Monday evening, promptly at five PM, the museum closed the doors to the Sailing Gallery for the last time. In this day and age, if a museum is to stay financially viable, it must offer new exhibits that excite and engage. Most museums have extensive collections but limited space for public display. At any given time only a small percentage of their holdings are on display so closing a gallery is viewed as a positive change.
Over time, the sailing gallery has become one of my favorite spots when hosting a tour, especially to kids. Since the gallery featured artifacts dating to the 1800’s, it allowed visitors an opportunity to step back in time. With that step take, my job as a docent would be to use stories and create word pictures to make the artifacts come alive. Time constraints did not allow me share my stories one last time during Monday’s tour, therefore out of nostalgia, I will share a few of them with you.
This is the view of the gallery from my vantage point when giving a tour. No guest were available this day.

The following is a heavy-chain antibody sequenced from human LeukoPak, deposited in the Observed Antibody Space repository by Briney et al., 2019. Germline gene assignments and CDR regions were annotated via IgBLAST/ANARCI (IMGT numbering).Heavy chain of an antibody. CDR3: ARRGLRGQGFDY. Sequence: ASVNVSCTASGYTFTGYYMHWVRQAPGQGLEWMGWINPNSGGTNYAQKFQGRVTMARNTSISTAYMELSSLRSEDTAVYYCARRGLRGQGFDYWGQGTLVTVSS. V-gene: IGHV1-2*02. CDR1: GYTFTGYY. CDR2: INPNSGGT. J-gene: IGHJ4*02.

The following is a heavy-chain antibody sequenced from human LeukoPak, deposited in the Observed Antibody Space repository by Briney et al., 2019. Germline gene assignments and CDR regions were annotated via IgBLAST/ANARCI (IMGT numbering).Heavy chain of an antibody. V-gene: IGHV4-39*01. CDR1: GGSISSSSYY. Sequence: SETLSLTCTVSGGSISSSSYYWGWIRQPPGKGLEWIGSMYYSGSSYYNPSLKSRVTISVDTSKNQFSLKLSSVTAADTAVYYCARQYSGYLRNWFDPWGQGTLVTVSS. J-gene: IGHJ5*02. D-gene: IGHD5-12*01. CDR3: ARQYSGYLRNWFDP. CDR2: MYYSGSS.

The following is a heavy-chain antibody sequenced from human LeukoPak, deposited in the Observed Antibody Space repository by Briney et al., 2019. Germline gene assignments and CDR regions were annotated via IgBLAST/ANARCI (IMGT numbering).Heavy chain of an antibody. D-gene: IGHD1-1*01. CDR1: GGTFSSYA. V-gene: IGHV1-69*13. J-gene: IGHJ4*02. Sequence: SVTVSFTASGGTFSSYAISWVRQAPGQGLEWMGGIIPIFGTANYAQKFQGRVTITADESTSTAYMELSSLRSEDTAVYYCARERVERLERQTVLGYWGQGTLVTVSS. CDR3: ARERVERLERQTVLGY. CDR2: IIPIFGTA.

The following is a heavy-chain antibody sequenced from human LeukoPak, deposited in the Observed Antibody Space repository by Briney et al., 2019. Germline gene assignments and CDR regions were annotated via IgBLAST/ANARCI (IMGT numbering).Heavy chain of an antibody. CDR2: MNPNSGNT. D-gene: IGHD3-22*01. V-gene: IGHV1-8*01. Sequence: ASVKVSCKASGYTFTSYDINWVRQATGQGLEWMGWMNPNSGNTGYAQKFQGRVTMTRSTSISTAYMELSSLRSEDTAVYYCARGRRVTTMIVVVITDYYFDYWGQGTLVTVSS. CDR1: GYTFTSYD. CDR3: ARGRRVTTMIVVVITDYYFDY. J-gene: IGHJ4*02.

With guests settled into the ship’s seat shown above, I would pose the following question: “Do you think that life at sea would have been exciting in the 1800’s?” As you might expect, kids lacking in life experiences, would overwhelmingly answer yes. I would then quote a long forgotten sailor who said: “Life at sea was akin to being in jail except you had the added chance of drowning.” Old salts of the day might also comment that a sailor was far better off in jail because the food was better, you had more room, and you were with better company. This sure doesn’t bode well for excitement and adventure!
To describe the dangers of going to sea I would point to a model of a ship’s rigging that sat behind me. I then would ask the guests to imagine climbing one hundred feet or more into the rigging to raise or lower the sails. Now imagine doing this as the ship is rocked from side to side by the winds and waves of a storm. Imagine again what it would be like when the rigging was covered with snow and ice and your hands were frozen! At this point I might ask what happened to a sailor who slipped and fell from the rigging? The looks of horror on the kids faces always told me that they got the point!
This photograph would greet guests as they entered the sailing gallery.
When hosting a tour group, I like to avoid quoting lots of facts and figures. I find it much more interesting to hear stories about how or why an artifact was used within its historical context. There are however times when the rules just have to be broken. When attempting to describe how massive the ship picture above would be, the following facts say it all – such a ship would use in excess of twenty miles of rope in the ship’s rigging and its sails, which were made of canvas, would cover an area of 1.5 square miles. Now that’s one big ship!